Democrats Warn Of Fallout From Airstrike On Qassem Soleimani : NPR

Sen. Chris Murphy, D-Conn., pictured on April 2, says that the U.S. airstrike that killed Iranian Maj. Gen. Qassem Soleimani could have dangerous repercussions.

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Sen. Chris Murphy, D-Conn., pictured on April 2, says that the U.S. airstrike that killed Iranian Maj. Gen. Qassem Soleimani could have dangerous repercussions.

Zach Gibson/Getty Images

As congressional Republicans praise President Trump in the wake of a U.S. strike assassinating Iranian Maj. Gen. Qassem Soleimani, Democrats are raising alarms that Americans could face dangerous repercussions for years to come and renewing complaints about congressional authority.

Democrats are also warning that the airstrike early Friday near the Baghdad International Airport marks a dramatic escalation of tensions between Washington and Iran.

“The worry here, of course, is that this is actually going to get more Americans, not less Americans, killed,” Connecticut Democratic Sen. Chris Murphy told NPR’s Steve Inskeep on Friday. “Is Qassem Soleimani more dangerous as a martyr than he was alive as the functional leader of the Quds Force? There will be reprisals.”

One key concern driving the split between Republicans and Democrats outlook: It appears the White House only alerted certain Republicans on Capitol Hill of the attack ahead of time. Otherwise, senior Democratic members of Congress say they were largely left in the dark ahead of the strike.

Meanwhile, South Carolina Republican Sen. Lindsey Graham told Fox & Friends on Friday that he was told about the planned attack during a recent golf outing with the president. Graham was spotted at the president’s course in West Palm Beach, Fla., on Monday.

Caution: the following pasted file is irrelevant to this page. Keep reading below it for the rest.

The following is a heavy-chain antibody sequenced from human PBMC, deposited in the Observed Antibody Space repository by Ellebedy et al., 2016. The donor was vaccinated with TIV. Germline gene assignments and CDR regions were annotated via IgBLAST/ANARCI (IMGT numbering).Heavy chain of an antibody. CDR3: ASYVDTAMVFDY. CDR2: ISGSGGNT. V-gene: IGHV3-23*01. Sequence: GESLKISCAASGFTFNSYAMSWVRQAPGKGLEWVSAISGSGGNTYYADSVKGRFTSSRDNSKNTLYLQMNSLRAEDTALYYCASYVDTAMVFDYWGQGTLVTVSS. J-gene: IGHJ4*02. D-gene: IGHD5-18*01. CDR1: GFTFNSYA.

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“When it comes to the death of General Soleimani, there is no one to blame but himself,” Graham tweeted Friday morning. “He effectively signed his own death warrant by planning massive attacks against U.S. personnel in Iraq and throughout the Middle East.”

A wave of Republicans also issued support in statements overnight lauding the attacks, saying that Soleimani was a ruthless leader who directed the deaths of many Americans and others.

“Qassem Soleimani masterminded Iran’s reign of terror for decades, including the deaths of hundreds of Americans,” Arkansas Republican Sen. Tom Cotton said shortly following news of the attack. “Tonight, he got what he richly deserved, and all those American soldiers who died by his hand also got what they deserved: justice. America is safer now after Soleimani’s demise.”

Meanwhile, Democrats have blasted the president for not briefing Congress ahead of time.

The concern touches on a years-long debate that the president’s war powers are woefully outdated, with Democrats most recently leading calls for a new legislation addressing the president’s Authorization for Use of Military Force or AUMF.

Congress last issued these war power directives in 2001 and 2002 in the wake of the Sept. 11 attacks, and there has been a push to address Iran in a potential AUMF.

House Speaker Nancy Pelosi, D-Calif., was not told about the attack and didn’t gather details until afterward, a congressional aide told NPR. Pelosi spoke to Defense Secretary Mark Esper around 9:40 p.m. for 13 minutes, the aide said.

“American leaders’ highest priority is to protect American lives and interests. But we cannot put the lives of American servicemembers, diplomats and others further at risk by engaging in provocative and disproportionate actions,” Pelosi said in a statement Thursday night. “Tonight’s airstrike risks provoking further dangerous escalation of violence. America – and the world – cannot afford to have tensions escalate to the point of no return.”

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